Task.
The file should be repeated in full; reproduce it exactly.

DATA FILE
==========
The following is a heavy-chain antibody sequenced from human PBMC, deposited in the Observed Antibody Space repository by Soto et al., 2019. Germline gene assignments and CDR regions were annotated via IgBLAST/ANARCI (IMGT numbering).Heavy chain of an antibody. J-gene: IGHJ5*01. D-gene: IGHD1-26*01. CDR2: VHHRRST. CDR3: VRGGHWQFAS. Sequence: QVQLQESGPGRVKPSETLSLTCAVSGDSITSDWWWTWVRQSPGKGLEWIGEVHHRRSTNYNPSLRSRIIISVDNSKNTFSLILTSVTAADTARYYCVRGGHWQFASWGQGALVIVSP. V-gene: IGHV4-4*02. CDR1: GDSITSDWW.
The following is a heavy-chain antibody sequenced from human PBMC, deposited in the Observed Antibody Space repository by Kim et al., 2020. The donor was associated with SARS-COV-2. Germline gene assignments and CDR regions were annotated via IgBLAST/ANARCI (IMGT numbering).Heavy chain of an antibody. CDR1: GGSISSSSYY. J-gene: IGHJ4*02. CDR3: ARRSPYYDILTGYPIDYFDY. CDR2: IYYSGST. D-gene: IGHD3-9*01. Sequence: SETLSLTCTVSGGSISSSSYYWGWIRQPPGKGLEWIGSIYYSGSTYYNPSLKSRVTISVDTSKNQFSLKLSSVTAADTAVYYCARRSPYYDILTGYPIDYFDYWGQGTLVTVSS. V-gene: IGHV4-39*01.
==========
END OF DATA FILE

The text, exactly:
The following is a heavy-chain antibody sequenced from human PBMC, deposited in the Observed Antibody Space repository by Soto et al., 2019. Germline gene assignments and CDR regions were annotated via IgBLAST/ANARCI (IMGT numbering).Heavy chain of an antibody. J-gene: IGHJ5*01. D-gene: IGHD1-26*01. CDR2: VHHRRST. CDR3: VRGGHWQFAS. Sequence: QVQLQESGPGRVKPSETLSLTCAVSGDSITSDWWWTWVRQSPGKGLEWIGEVHHRRSTNYNPSLRSRIIISVDNSKNTFSLILTSVTAADTARYYCVRGGHWQFASWGQGALVIVSP. V-gene: IGHV4-4*02. CDR1: GDSITSDWW.
The following is a heavy-chain antibody sequenced from human PBMC, deposited in the Observed Antibody Space repository by Kim et al., 2020. The donor was associated with SARS-COV-2. Germline gene assignments and CDR regions were annotated via IgBLAST/ANARCI (IMGT numbering).Heavy chain of an antibody. CDR1: GGSISSSSYY. J-gene: IGHJ4*02. CDR3: ARRSPYYDILTGYPIDYFDY. CDR2: IYYSGST. D-gene: IGHD3-9*01. Sequence: SETLSLTCTVSGGSISSSSYYWGWIRQPPGKGLEWIGSIYYSGSTYYNPSLKSRVTISVDTSKNQFSLKLSSVTAADTAVYYCARRSPYYDILTGYPIDYFDYWGQGTLVTVSS. V-gene: IGHV4-39*01.